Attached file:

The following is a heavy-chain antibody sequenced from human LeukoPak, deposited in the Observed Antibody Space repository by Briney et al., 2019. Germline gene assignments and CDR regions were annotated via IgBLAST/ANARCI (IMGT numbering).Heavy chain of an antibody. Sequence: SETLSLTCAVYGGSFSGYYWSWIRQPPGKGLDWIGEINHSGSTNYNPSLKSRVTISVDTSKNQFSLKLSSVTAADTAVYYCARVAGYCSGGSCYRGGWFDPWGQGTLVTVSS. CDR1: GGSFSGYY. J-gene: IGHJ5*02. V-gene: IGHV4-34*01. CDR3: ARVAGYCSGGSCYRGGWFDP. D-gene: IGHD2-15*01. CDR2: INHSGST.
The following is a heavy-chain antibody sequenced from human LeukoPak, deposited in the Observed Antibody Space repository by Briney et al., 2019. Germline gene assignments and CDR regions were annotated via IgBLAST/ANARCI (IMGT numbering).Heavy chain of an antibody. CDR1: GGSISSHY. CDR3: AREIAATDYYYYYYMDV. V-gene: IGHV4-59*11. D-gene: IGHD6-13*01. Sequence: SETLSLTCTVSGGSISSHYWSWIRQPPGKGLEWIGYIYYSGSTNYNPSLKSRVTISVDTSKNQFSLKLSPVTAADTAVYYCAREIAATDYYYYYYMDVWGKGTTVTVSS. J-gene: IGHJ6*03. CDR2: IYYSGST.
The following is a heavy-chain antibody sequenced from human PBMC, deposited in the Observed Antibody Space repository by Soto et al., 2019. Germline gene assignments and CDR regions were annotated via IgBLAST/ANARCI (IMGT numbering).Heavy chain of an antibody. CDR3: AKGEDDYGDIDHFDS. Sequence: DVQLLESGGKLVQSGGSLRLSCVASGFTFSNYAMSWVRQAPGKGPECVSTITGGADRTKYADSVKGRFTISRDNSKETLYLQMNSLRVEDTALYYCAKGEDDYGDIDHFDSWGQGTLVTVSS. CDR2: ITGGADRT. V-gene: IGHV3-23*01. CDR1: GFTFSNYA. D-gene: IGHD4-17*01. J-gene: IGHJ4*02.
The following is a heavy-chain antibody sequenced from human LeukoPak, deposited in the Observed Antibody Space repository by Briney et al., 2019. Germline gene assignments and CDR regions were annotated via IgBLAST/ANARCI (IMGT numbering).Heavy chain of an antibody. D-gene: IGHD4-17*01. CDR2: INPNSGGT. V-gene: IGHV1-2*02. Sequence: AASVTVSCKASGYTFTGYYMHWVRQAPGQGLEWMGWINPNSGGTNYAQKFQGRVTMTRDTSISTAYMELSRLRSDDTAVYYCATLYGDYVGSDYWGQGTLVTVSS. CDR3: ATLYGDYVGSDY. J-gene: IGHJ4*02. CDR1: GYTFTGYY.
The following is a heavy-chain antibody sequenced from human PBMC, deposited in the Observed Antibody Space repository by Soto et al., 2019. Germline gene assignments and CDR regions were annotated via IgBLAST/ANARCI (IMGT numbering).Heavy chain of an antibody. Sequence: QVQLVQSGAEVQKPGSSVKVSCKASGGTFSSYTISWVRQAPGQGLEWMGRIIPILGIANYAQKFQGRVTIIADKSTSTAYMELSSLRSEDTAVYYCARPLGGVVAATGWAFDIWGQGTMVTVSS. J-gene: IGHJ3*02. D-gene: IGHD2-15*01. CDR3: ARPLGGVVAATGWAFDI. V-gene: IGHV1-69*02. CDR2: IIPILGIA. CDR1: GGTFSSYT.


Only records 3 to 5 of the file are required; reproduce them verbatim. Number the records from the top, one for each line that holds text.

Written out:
The following is a heavy-chain antibody sequenced from human PBMC, deposited in the Observed Antibody Space repository by Soto et al., 2019. Germline gene assignments and CDR regions were annotated via IgBLAST/ANARCI (IMGT numbering).Heavy chain of an antibody. CDR3: AKGEDDYGDIDHFDS. Sequence: DVQLLESGGKLVQSGGSLRLSCVASGFTFSNYAMSWVRQAPGKGPECVSTITGGADRTKYADSVKGRFTISRDNSKETLYLQMNSLRVEDTALYYCAKGEDDYGDIDHFDSWGQGTLVTVSS. CDR2: ITGGADRT. V-gene: IGHV3-23*01. CDR1: GFTFSNYA. D-gene: IGHD4-17*01. J-gene: IGHJ4*02.
The following is a heavy-chain antibody sequenced from human LeukoPak, deposited in the Observed Antibody Space repository by Briney et al., 2019. Germline gene assignments and CDR regions were annotated via IgBLAST/ANARCI (IMGT numbering).Heavy chain of an antibody. D-gene: IGHD4-17*01. CDR2: INPNSGGT. V-gene: IGHV1-2*02. Sequence: AASVTVSCKASGYTFTGYYMHWVRQAPGQGLEWMGWINPNSGGTNYAQKFQGRVTMTRDTSISTAYMELSRLRSDDTAVYYCATLYGDYVGSDYWGQGTLVTVSS. CDR3: ATLYGDYVGSDY. J-gene: IGHJ4*02. CDR1: GYTFTGYY.
The following is a heavy-chain antibody sequenced from human PBMC, deposited in the Observed Antibody Space repository by Soto et al., 2019. Germline gene assignments and CDR regions were annotated via IgBLAST/ANARCI (IMGT numbering).Heavy chain of an antibody. Sequence: QVQLVQSGAEVQKPGSSVKVSCKASGGTFSSYTISWVRQAPGQGLEWMGRIIPILGIANYAQKFQGRVTIIADKSTSTAYMELSSLRSEDTAVYYCARPLGGVVAATGWAFDIWGQGTMVTVSS. J-gene: IGHJ3*02. D-gene: IGHD2-15*01. CDR3: ARPLGGVVAATGWAFDI. V-gene: IGHV1-69*02. CDR2: IIPILGIA. CDR1: GGTFSSYT.